“It did not suffer and I did not take pleasure in killing it. There is a county leash law which you should abide by so that I do not have to kill any more of your pets.” said the cold note. Nymeria was loyal, sweet and very friendly.
Laws are meant to protect us, but sometimes they allow shocking acts of extreme cruelty. Unfortunately, this story is proof of that.
Many places have leash laws that apply to dogs for a good reason. Even the dog with the best behavior can be provoked by something, fight with a less friendly dog or jump into traffic and cause an accident while chasing a ball or a creature.
These leash laws are intended to protect people and dogs, not harm them nor much less kill them if they break them without knowing it. Poor Nymeria is witness to this.
After her owner, Chad Stryker, lost sight of her for a few minutes, the 10-month-old dog left her garden without a leash. When the owner noticed her absence, he brought together dozens of friends and family to look for his beloved pet.
4 days went by without finding Nymeria and Chad started to doubt he would find her. He just hoped his dog was OK. This little bit of hope, however, quickly vanished when he checked his mailbox.
There, tucked in an envelope, was his best friend’s necklace next to a note that said what no owner wants to hear: Nymeria was dead and her death hadn’t been an accident.
Chad couldn’t believe it. A neighbor in his community would rather shoot his 10-month-old dog who was rummaging through his trash instead of calling him. He didn’t give him a chance to fix Nymeria’s mistake, nor did she survive.
Even though the law was on the neighbor’s side, that didn’t make the atrocity he committed OK. He wrote a public response for the mysterious neighbor to read and learn about all the pain he’d caused, just because a dog was in his trash.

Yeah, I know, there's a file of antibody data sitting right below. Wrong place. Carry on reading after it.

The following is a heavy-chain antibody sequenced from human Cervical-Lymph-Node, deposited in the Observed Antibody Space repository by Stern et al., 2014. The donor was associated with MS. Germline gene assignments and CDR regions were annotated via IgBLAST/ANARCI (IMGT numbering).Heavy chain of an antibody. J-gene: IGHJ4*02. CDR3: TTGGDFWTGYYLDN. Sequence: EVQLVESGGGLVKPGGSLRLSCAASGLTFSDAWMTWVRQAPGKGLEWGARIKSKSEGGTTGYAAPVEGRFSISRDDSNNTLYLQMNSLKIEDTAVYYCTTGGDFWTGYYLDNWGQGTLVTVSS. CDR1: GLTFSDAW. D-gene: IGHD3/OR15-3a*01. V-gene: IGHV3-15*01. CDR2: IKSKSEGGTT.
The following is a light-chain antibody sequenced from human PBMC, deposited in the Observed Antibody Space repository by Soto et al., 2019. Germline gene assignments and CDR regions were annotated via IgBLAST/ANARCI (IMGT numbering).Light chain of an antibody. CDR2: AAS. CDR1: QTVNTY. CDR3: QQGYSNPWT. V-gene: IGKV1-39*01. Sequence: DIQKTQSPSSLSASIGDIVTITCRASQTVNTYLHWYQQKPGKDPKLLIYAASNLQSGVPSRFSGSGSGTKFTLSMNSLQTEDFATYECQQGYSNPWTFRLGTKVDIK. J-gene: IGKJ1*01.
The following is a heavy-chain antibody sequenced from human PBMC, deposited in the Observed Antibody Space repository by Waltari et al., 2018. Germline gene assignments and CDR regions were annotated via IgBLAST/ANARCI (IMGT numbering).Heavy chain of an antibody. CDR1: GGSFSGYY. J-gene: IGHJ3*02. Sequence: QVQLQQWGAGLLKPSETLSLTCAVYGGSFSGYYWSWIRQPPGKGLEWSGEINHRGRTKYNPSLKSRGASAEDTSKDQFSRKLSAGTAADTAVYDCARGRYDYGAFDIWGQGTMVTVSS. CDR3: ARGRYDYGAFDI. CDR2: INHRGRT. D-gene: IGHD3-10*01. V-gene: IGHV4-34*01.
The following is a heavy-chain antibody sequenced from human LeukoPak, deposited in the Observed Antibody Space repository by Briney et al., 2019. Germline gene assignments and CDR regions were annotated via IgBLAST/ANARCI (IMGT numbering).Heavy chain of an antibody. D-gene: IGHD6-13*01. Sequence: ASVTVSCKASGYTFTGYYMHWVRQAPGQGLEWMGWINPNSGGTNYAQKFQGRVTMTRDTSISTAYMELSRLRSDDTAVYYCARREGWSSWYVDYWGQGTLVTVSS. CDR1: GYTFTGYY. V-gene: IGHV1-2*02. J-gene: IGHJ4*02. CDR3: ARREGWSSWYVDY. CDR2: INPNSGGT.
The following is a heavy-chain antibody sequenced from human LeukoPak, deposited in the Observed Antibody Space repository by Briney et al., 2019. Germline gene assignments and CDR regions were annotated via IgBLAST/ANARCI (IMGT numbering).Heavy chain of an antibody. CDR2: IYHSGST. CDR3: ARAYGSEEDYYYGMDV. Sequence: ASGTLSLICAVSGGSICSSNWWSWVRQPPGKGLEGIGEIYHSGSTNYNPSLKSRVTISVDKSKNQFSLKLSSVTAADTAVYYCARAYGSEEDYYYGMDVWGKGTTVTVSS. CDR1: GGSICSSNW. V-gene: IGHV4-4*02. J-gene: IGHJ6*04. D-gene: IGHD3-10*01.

“RIP Nymeria, you were worth more than trash to me, girl. I received a ziplock bag with the Nymeria necklace and an anonymous note written in my mailbox tonight that said she had been shot dead because she was in someone’s trash Saturday night,” said Stryker.
“This is for the coward who shot my girl … I want you to know that she was one of the sweetest dogs in the world and very affectionate. You, my friend, are shit. You didn’t call me to let me know, man to man, you shot my baby on Saturday night. You allowed me and many other people to waste time looking for my baby who was already dead.”
“You never gave me the opportunity to correct the problem, you never came to me and told me that my dog was tearing up your trash. The kind of person I am, not only would I have picked it all up, but I would have made sure it didn’t happen again. You referred to a leash law and unfortunately, she was out for a brief moment (I take responsibility for that). That doesn’t give you the right to shoot my dog.”
“It is sad to think that I have a neighbor of your moral character living so close to me that I would do this. I hate you? No, I feel sorry for the person you are and those who have to tolerate you. All you did here was return the necklace and tell me that you had killed her. I think Nymeria was worth less than trash or a damn phone call.”
“If it wasn’t too much trouble, could you leave me another note in my mailbox (because obviously it’s too much of a coward to call me) and tell me where your body is so I can give it a proper burial? or if you just want to put it at the beginning of my path,” he concluded.